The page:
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Table of Contents

Lead Story

Understanding the 2015 U.S. fraud liability shifts Version 1.0 – May 2015


Industry Update

Samsung Pay to arrive Sept. 28

Debit card growth data, Durbin ruling

Square's fee for Instant Deposit might not matter

ISO 20022 blazes trail to real-time global payments

Cash growth eclipses mobile payments


The power of social

Mobile shoppers on fast track


EMV is coming along, slowly

Patti Murphy
ProScribes Inc.

Sharks and sharps: Who's buying your bankcard business?

Adam Hark


Street SmartsSM:
The power of residual income – Part 2

Jeffrey I. Shavitz
TrafficJamming LLC

Bring Tour de France teamwork to your business

Jeff Fortney
Clearent LLC

The one-man show: Approaches in B2B sales

John Tucker
1st Capital Loans LLC

EMV myths debunked

Company Profile


New Products

Comprehensive, cloud-based business ecosystem

Jory LLC

Reliable, secure e-commerce authentication



Back to school at work


Readers Speak

Letter from the editors

Resource Guide


A Bigger Thing

The Green Sheet Online Edition

September 14, 2015  •  Issue 15:09:01

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Back to school at work

In most places, the new school year is underway. This is good news for many of your customers, especially merchants who look forward to back-to-school sales. But the beginning of a new school year also has come to symbolize something more: an opportunity to start over.

When I was a school kid, I loved summer vacation, but I also got excited when I thought about the school year coming up. What interesting things would I learn in school this coming year? What new people would I meet? What cool clothes and gadgets would I get at the start of the new school year?

After the first week, of course, the excitement of a new school year often wore off. The new things I was going to learn, it turns out, were a lot like what I had learned the year before. I would meet new people, but it looked like I'd be hanging out with the usual folks. And that cool new top purchased at a back-to-school sale would look drab once I saw someone else wearing the same thing in class. Still, I knew that at the end of the next summer, I'd be excited all over again about starting a new school year.

Bringing school to work

As an adult, the only thing I can think of that's similar is starting a new job, but that's a relatively rare experience, not the same thing as a new beginning every year, in the fall. Maybe we should have something like that in the workplace. The week youngsters return to school, we could go back to school at work.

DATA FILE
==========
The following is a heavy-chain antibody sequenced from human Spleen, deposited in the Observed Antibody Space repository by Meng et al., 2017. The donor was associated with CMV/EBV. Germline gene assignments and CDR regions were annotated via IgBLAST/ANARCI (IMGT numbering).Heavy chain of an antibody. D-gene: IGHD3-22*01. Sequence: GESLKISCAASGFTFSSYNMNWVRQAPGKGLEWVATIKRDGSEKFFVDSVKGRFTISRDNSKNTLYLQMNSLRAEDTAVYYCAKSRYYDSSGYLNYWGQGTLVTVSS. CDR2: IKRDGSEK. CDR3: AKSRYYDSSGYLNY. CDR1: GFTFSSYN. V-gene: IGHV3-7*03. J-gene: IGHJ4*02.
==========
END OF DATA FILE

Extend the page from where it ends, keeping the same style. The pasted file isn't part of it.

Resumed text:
During "back to school at work" week we could identify the new things to learn in the coming year on the job. We learn new things all the time, of course, but this would be an opportunity to be more proactive about it. We could ask such questions as: Where do I need to increase my knowledge base and expertise, and what new techniques and tools would most benefit me this year?

This is a chance to think big. Spend some time researching possibilities. Take a good hard look at your mission and current business practices; be realistic about what needs to be changed and what's working just fine.

Nurturing relationships

Then think about the business contacts you have and the new ones you're apt to meet in the upcoming months. How can you strengthen the bonds already established? Maybe it's time to take things to the next level with some of these contacts, to turn colleagues and business associates into friends, adding emotional to financial benefits.

Meanwhile, think about how you might add new people to your circle of business contacts. Instead of just meeting people on the way to business success, consider how you might invite people to help co-create that success, to share a mission to use business to increase profits, and to make the world a better place, by providing goods and services that people need.

Having a back-to-school-at-work week might help us regain some of the excitement from our school days, and to create even greater success for our customers and ourselves.

Notice to readers: These are archived articles. Contact names or information may be out of date. We regret any inconvenience.

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